wet ingredients for dough in glass bowl

You need a food processor blender for this recipe. If you have neither, use a pastry cutter to cut the cold butter into the flour. An electric mixer will not work for this step. You are looking for pea-size crumbles of flour coated butter. This step is only possible if the butter is cold.

butter and flour in food processor

Pour the butter/flour crumbles into the wet ingredients and fold it together using a wooden spoon or rubber spatula. It is very sticky. Since this dough is so sticky, I do not recommend using an electric mixer. It will create a huge mess! There is minimal mixing required anyway– we don’t want to overwork this dough.

sticky pastry dough

You’ll notice many bits of butter still visible in the dough– that’s a GOOD thing! Wrap the dough up tightly and refrigerate for at least 4 hours and up to 48 hours.

This is the 1st refrigeration.

homemade breakfast pastry dough

Shortcut Lamination

Now let’s do a variation of laminating aka rolling and folding dough and butter together. Remember when we made croissants and laminated the dough with a sheet of butter? The butter is IN this homemade pastry dough. So, instead, we’re just rolling and folding the dough itself. Roll it out into a 15×8 inch rectangle:

rolling and folding pastry dough

Fold it in thirds like a letter:

rolling and folding pastry dough

Turn it clockwise:

rolling and folding pastry dough

Then roll it out into a 15-inch rectangle again. Repeat the folding. Turn it clockwise again. Repeat rolling and folding 1 more time for a total of 3 times. Wrap the laminated dough up tightly and refrigerate for at least 1 hour and up to 24 hours.

This is the 2nd refrigeration. After this 2nd refrigeration, you can move on to shaping your dough based on what you’re making like individual danishes or pastry braids. The full written recipe above includes the steps you need to make a pastry braid. Here’s how to make individual breakfast pastries.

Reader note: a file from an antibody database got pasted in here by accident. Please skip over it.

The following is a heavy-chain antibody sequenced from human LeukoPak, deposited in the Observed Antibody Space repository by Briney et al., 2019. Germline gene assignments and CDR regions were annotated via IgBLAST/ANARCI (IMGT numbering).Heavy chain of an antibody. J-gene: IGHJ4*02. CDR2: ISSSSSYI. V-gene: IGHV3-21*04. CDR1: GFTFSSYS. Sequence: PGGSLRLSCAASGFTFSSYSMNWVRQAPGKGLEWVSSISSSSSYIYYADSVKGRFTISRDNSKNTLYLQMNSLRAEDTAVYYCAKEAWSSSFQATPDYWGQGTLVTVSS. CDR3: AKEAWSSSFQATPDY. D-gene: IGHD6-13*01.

Shaping the Pastry Braid

Cut the dough in half.

This recipe yields 2 lbs of dough, which equals 2 braids. 1 braid serves 5-6 people. If you don’t need that many tempting pastries around, freeze the second half of the dough for a later time. All make-ahead and freezing instructions in the recipe above.

homemade laminated pastry dough

Work with only half the dough at once. Wrap half up and refrigerate until ready to use. Roll the half of dough into a 12×8 inch rectangle.

shaping pastry dough for a braid

Transfer to a lined baking pan. Using a sharp knife, cut off two corners of the dough (on one 8-inch side) and then two small triangles 3 inches apart from each other on the other end (the other 8-inch side):

shaping pastry dough for a braid

Spread 1/2 of the filling (raspberry or cream cheese) down the length of the center of the strip. Using a sharp knife, pastry wheel, or pizza cutter, cut 10 slanting strips along both sides.

shaping pastry dough for a braid

Fold strips over dough, alternating each side to resemble a twist or a braid. Fold the bottom end up to seal the filling inside. The braids may seem very narrow, but they puff up and out as they bake.

Brush the shaped dough with egg wash, which is a combination of 1 egg and milk. What is the purpose of an egg wash? It guarantees a shiny and crisp golden crust.

shaping pastry dough for a braid

To help guarantee the braids hold their shape, chill them in the refrigerator as the oven preheats and even up to 1 hour.

shaped pastry braid before baking

Bake until golden brown.

pastry braid after baking

Reader Questions and Reviews

    1. This is my tried and tested recipe when I need to take a baked treat into work (which is usually twice a month). I have used homemade apple, blueberry, and peach, but pineapple seems to be the favorite. Thanks so much for sharing the love with this recipe!

  1. Haven’t made it yet but have had a 4 cheese and herb filling also. Any idea what the recipe for that filling would be or should I just experiment?

    1. That sounds delicious and also like a fun experiment! You can use any cheeses you wish and for the herbs I would start with chopped fresh herbs such as basil, thyme, and rosemary and some garlic!

  2. Making this for the first time tonight! My dough is resting in the fridge now awake the morning! I plan to use Caramel Apple Pie filling and Cream Cheese. I am so excited after reading all the comments and will update once we enjoy them tomorrow!